As I said, the night was the mirror image of this one. I was about a week away from heading to high school for the first time and I was nervous and very reluctant. I never said anything, because I was that kind of a kid; somehow I always reacted to fears by turning inward, concentrating like someone trying to untangle  twine. And though I had two approachable, caring parents, it never occurred to me to go to them. Maybe it was pride. Maybe it was just my teenage thinking locked onto the rails of some rusty, individualistic instinct.

And while I wouldn't have openly talked about my fears, I would routinely seek out the comfort of company, especially the company of my dad, when I felt troubled. He had a way of making me feel I was standing on solid ground when I felt a quake coming.

This night -- decades ago but still tonight -- found my dad and me lying on the deck of our swimming pool in our suburban neighborhood, hands behind our heads, looking up at the stars. We'd do this from time to time, talking or not talking...just being there. Just feeling the moment. ("Don't think about the next thing you want to do; think of now and take care of business," he would always say to me when I, for instance, rushed through cutting the lawn.)

When we talked, it was usually because he'd throw philosophical puzzles at me (some of them repeats). He was well-aware they were repeats, by the way; he just liked them enough to run them at me again.

One of his favorites: He'd have me look at the moon and he'd say, "You see the moon? It's Truth."

He'd never explain. He'd just let the idea hang there like the great white orb itself: bright against the black of Everything Else. I could almost feel the synapses connecting and creeping like ivy across my brain.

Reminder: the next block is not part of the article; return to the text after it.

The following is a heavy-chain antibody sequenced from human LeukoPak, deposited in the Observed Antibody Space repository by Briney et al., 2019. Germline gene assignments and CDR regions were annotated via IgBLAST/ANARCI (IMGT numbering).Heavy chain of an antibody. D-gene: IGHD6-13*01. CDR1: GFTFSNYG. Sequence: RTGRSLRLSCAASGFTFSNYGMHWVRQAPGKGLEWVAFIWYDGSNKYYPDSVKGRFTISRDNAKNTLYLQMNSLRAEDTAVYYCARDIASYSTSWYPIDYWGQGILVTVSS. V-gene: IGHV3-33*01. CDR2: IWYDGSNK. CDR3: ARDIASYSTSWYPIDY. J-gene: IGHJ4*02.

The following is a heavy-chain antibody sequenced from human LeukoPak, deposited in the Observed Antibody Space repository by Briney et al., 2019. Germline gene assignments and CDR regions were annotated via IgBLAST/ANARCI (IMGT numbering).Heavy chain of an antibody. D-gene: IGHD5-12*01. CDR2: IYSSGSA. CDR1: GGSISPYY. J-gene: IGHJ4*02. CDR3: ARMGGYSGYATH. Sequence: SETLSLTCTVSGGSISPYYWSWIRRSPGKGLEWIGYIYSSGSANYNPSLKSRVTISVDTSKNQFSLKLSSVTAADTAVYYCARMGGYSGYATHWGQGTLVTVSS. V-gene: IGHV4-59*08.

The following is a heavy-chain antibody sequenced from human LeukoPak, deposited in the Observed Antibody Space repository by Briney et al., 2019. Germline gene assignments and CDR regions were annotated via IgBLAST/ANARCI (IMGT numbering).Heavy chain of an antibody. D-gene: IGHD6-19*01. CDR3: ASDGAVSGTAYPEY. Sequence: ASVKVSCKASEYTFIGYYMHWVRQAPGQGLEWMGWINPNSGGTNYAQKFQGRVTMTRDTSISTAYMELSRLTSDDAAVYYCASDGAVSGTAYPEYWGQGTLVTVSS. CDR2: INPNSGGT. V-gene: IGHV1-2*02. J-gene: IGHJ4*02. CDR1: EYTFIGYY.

This night, with the lovely chill on me, and the fear of a new experience creeping up my spine, I was hoping for one of the old ones; one of his comfortable, familiar repeats, but he asked me a new question. Just as he asked it, I remember smelling someone's fire -- a marshmallow-toasting pit or a bonfire in the neighborhood.

"What do you think about U.F.Os?" he asked. "You think they are up there?"

"You mean space ships? Flying saucers?" I giggled a little.

"What's U.F.O. stand for?" he asked.

"Unidentified flying objects?" I ventured.

"So, what's not to believe in? Don't you think they see things up there they can't identify? The government has tons of cases of pilots seeing things up there they can't identify."

", starships?" (If you are a long time reader, you know I grew up on Star Trek.)

"Or...anything unidentified that flies. Bottom line, if you go by the definition, U.F.Os are real. Period. There are things that have been seen flying around up there that are unidentified. Keep looking long enough and you will see something."

Impending, scary newness was obscured for me at that moment. School didn't exist; or, at least, it just didn't matter much in the vast stretches of a lifetime. As we looked at the sky, I was somehow aware of the span from that day to this one, thirty-seven years later. I was aware that some day -- today -- he'd be gone, but that he would always be with me, because of the seeds he planted in the fields of my mind.

But my dad didn't plant trees; he planted beanstalks.

His U.F.O question still resonates with my like a over-wordy koan. Of course he was right, but what it means that he was right is still more of a setting off point for other explorations than an answer to be captured.

They say one forgets the face of his lost loved ones. Sometimes I think it might be true, but, from one musician to another, a voice is never lost. I can still hear my dad's voice; I can hear his tone harmonized by the cars hissing by on the street in front of our house and the leaves moving above the pool. It's a chord of memory. Tonight, I hear my dad again, in my heart, in my ears and in my head, and I look at the stars and I swear I see things moving around up there.

I just can't identify them...I hope I never will.

Goodnight, Dad.